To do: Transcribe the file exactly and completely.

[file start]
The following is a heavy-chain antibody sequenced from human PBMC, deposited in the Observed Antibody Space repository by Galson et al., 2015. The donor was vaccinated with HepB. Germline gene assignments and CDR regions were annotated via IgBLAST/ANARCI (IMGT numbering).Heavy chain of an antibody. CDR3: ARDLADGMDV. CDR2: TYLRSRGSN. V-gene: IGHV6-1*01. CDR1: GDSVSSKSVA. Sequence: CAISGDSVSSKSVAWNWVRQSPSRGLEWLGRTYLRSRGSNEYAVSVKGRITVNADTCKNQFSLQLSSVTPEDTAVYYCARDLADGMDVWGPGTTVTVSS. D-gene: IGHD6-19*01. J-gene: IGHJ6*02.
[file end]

The following is a heavy-chain antibody sequenced from human PBMC, deposited in the Observed Antibody Space repository by Galson et al., 2015. The donor was vaccinated with HepB. Germline gene assignments and CDR regions were annotated via IgBLAST/ANARCI (IMGT numbering).Heavy chain of an antibody. CDR3: ARDLADGMDV. CDR2: TYLRSRGSN. V-gene: IGHV6-1*01. CDR1: GDSVSSKSVA. Sequence: CAISGDSVSSKSVAWNWVRQSPSRGLEWLGRTYLRSRGSNEYAVSVKGRITVNADTCKNQFSLQLSSVTPEDTAVYYCARDLADGMDVWGPGTTVTVSS. D-gene: IGHD6-19*01. J-gene: IGHJ6*02.